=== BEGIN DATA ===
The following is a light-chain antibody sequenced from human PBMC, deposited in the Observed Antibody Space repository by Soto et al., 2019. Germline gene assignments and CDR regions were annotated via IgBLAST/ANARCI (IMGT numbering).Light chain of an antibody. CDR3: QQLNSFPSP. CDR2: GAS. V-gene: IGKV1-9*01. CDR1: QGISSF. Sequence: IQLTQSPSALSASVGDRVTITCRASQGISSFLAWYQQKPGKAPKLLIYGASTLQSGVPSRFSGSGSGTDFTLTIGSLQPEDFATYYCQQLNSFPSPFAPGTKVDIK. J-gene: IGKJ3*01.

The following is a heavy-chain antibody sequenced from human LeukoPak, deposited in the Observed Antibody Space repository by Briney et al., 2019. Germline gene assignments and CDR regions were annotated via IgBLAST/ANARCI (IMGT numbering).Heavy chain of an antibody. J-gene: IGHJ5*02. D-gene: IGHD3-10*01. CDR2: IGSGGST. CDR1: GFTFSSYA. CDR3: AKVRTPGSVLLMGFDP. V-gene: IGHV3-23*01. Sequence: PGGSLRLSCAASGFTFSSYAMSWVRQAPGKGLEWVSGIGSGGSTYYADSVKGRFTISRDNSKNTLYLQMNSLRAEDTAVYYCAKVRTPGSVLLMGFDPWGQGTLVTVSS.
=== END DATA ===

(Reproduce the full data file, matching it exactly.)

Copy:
The following is a light-chain antibody sequenced from human PBMC, deposited in the Observed Antibody Space repository by Soto et al., 2019. Germline gene assignments and CDR regions were annotated via IgBLAST/ANARCI (IMGT numbering).Light chain of an antibody. CDR3: QQLNSFPSP. CDR2: GAS. V-gene: IGKV1-9*01. CDR1: QGISSF. Sequence: IQLTQSPSALSASVGDRVTITCRASQGISSFLAWYQQKPGKAPKLLIYGASTLQSGVPSRFSGSGSGTDFTLTIGSLQPEDFATYYCQQLNSFPSPFAPGTKVDIK. J-gene: IGKJ3*01.

The following is a heavy-chain antibody sequenced from human LeukoPak, deposited in the Observed Antibody Space repository by Briney et al., 2019. Germline gene assignments and CDR regions were annotated via IgBLAST/ANARCI (IMGT numbering).Heavy chain of an antibody. J-gene: IGHJ5*02. D-gene: IGHD3-10*01. CDR2: IGSGGST. CDR1: GFTFSSYA. CDR3: AKVRTPGSVLLMGFDP. V-gene: IGHV3-23*01. Sequence: PGGSLRLSCAASGFTFSSYAMSWVRQAPGKGLEWVSGIGSGGSTYYADSVKGRFTISRDNSKNTLYLQMNSLRAEDTAVYYCAKVRTPGSVLLMGFDPWGQGTLVTVSS.